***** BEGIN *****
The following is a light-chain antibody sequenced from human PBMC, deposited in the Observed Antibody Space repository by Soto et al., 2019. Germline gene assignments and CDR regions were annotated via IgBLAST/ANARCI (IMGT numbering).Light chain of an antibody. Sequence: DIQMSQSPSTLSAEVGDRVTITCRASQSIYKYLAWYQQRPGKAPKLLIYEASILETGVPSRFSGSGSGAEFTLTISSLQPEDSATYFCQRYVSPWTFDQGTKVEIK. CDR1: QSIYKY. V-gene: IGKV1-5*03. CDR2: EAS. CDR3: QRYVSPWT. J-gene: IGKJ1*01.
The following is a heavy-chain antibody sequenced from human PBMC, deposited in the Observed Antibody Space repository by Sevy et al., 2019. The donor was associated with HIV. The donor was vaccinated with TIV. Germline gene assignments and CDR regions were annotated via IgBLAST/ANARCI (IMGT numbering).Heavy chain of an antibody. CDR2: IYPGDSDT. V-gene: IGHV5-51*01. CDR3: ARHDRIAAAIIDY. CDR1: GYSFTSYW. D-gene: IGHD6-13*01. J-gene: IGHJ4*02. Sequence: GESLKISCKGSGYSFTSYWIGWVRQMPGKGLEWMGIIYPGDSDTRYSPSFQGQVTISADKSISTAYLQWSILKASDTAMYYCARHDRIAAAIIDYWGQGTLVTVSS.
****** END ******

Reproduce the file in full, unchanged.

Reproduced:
The following is a light-chain antibody sequenced from human PBMC, deposited in the Observed Antibody Space repository by Soto et al., 2019. Germline gene assignments and CDR regions were annotated via IgBLAST/ANARCI (IMGT numbering).Light chain of an antibody. Sequence: DIQMSQSPSTLSAEVGDRVTITCRASQSIYKYLAWYQQRPGKAPKLLIYEASILETGVPSRFSGSGSGAEFTLTISSLQPEDSATYFCQRYVSPWTFDQGTKVEIK. CDR1: QSIYKY. V-gene: IGKV1-5*03. CDR2: EAS. CDR3: QRYVSPWT. J-gene: IGKJ1*01.
The following is a heavy-chain antibody sequenced from human PBMC, deposited in the Observed Antibody Space repository by Sevy et al., 2019. The donor was associated with HIV. The donor was vaccinated with TIV. Germline gene assignments and CDR regions were annotated via IgBLAST/ANARCI (IMGT numbering).Heavy chain of an antibody. CDR2: IYPGDSDT. V-gene: IGHV5-51*01. CDR3: ARHDRIAAAIIDY. CDR1: GYSFTSYW. D-gene: IGHD6-13*01. J-gene: IGHJ4*02. Sequence: GESLKISCKGSGYSFTSYWIGWVRQMPGKGLEWMGIIYPGDSDTRYSPSFQGQVTISADKSISTAYLQWSILKASDTAMYYCARHDRIAAAIIDYWGQGTLVTVSS.